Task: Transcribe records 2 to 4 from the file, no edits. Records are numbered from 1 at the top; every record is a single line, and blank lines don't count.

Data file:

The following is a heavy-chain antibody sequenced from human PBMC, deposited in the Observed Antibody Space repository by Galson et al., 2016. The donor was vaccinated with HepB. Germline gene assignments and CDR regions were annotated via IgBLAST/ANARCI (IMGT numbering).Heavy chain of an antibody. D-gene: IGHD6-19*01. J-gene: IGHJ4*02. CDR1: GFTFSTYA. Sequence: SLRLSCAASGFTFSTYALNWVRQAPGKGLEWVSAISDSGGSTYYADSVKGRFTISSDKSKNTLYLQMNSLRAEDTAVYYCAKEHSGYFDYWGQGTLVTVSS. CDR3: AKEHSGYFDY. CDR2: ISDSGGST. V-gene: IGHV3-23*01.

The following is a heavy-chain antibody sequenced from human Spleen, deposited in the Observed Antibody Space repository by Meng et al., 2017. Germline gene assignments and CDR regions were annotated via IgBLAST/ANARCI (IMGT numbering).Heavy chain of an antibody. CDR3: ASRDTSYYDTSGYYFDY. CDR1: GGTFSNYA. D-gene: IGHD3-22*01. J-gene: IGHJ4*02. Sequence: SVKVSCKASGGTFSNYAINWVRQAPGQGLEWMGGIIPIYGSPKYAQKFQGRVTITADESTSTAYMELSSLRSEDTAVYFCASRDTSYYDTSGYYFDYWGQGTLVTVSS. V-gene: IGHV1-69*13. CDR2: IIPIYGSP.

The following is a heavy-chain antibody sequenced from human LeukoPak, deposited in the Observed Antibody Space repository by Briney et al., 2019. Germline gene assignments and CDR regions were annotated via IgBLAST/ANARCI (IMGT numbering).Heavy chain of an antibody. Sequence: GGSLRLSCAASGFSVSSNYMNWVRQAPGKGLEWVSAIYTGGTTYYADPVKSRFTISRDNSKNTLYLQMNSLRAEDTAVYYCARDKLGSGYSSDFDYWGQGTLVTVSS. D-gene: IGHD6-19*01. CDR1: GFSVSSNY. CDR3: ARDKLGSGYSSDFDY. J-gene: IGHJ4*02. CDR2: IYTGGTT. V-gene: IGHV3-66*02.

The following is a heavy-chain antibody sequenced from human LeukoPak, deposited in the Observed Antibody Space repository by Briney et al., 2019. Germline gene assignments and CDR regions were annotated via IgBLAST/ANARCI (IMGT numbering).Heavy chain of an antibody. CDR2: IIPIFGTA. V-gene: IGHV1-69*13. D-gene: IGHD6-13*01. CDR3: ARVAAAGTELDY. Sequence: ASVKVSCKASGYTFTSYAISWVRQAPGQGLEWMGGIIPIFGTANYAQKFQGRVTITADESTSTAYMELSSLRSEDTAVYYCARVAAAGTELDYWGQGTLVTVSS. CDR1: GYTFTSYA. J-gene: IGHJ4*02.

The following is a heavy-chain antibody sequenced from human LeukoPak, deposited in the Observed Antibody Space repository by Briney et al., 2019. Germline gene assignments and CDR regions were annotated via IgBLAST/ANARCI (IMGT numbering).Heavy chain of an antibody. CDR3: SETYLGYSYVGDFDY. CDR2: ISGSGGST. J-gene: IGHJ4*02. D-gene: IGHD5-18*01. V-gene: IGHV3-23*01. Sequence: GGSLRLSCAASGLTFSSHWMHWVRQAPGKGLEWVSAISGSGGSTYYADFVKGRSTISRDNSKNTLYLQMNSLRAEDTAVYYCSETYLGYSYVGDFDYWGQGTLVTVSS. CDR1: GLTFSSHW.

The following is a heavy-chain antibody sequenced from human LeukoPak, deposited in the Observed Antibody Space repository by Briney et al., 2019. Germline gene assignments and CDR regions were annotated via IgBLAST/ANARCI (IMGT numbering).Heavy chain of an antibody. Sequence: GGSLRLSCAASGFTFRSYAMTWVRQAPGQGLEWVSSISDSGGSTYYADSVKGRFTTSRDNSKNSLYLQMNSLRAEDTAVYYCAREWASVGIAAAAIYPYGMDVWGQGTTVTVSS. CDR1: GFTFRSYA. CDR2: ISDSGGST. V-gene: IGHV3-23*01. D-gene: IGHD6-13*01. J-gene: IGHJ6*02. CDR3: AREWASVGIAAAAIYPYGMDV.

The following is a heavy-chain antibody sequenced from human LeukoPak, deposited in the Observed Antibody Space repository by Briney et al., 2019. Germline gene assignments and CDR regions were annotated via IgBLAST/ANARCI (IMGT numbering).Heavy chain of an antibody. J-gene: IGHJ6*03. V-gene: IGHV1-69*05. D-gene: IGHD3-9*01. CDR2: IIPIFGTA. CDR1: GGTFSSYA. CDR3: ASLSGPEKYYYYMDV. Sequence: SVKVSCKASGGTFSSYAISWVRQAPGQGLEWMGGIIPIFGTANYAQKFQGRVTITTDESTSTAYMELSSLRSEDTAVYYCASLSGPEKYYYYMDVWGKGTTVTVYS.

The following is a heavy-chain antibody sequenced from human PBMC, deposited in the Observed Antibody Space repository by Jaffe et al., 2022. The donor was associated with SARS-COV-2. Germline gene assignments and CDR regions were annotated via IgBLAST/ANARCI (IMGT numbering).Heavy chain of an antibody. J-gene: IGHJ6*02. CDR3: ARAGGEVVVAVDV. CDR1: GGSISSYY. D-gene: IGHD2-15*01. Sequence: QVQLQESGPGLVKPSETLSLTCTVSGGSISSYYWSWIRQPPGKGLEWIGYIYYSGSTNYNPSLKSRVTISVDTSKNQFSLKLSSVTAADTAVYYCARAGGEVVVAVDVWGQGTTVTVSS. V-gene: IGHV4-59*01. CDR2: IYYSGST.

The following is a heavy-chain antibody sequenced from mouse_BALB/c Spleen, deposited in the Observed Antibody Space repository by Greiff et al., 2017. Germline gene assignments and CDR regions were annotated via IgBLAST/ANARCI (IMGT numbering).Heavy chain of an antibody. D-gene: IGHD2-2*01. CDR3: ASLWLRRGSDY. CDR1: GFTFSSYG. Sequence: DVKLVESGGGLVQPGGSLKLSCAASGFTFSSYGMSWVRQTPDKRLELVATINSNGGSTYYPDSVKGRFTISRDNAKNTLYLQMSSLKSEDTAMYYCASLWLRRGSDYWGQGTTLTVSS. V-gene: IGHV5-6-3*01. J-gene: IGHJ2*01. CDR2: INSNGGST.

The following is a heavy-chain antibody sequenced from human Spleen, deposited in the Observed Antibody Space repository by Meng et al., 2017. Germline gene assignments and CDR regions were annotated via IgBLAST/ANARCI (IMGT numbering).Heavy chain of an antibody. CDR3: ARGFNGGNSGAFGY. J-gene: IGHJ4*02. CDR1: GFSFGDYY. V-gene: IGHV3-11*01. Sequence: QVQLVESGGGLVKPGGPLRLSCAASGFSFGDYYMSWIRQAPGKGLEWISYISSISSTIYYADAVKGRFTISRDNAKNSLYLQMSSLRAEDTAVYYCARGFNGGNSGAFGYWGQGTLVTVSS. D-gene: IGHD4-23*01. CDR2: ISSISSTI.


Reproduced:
The following is a heavy-chain antibody sequenced from human Spleen, deposited in the Observed Antibody Space repository by Meng et al., 2017. Germline gene assignments and CDR regions were annotated via IgBLAST/ANARCI (IMGT numbering).Heavy chain of an antibody. CDR3: ASRDTSYYDTSGYYFDY. CDR1: GGTFSNYA. D-gene: IGHD3-22*01. J-gene: IGHJ4*02. Sequence: SVKVSCKASGGTFSNYAINWVRQAPGQGLEWMGGIIPIYGSPKYAQKFQGRVTITADESTSTAYMELSSLRSEDTAVYFCASRDTSYYDTSGYYFDYWGQGTLVTVSS. V-gene: IGHV1-69*13. CDR2: IIPIYGSP.

The following is a heavy-chain antibody sequenced from human LeukoPak, deposited in the Observed Antibody Space repository by Briney et al., 2019. Germline gene assignments and CDR regions were annotated via IgBLAST/ANARCI (IMGT numbering).Heavy chain of an antibody. Sequence: GGSLRLSCAASGFSVSSNYMNWVRQAPGKGLEWVSAIYTGGTTYYADPVKSRFTISRDNSKNTLYLQMNSLRAEDTAVYYCARDKLGSGYSSDFDYWGQGTLVTVSS. D-gene: IGHD6-19*01. CDR1: GFSVSSNY. CDR3: ARDKLGSGYSSDFDY. J-gene: IGHJ4*02. CDR2: IYTGGTT. V-gene: IGHV3-66*02.

The following is a heavy-chain antibody sequenced from human LeukoPak, deposited in the Observed Antibody Space repository by Briney et al., 2019. Germline gene assignments and CDR regions were annotated via IgBLAST/ANARCI (IMGT numbering).Heavy chain of an antibody. CDR2: IIPIFGTA. V-gene: IGHV1-69*13. D-gene: IGHD6-13*01. CDR3: ARVAAAGTELDY. Sequence: ASVKVSCKASGYTFTSYAISWVRQAPGQGLEWMGGIIPIFGTANYAQKFQGRVTITADESTSTAYMELSSLRSEDTAVYYCARVAAAGTELDYWGQGTLVTVSS. CDR1: GYTFTSYA. J-gene: IGHJ4*02.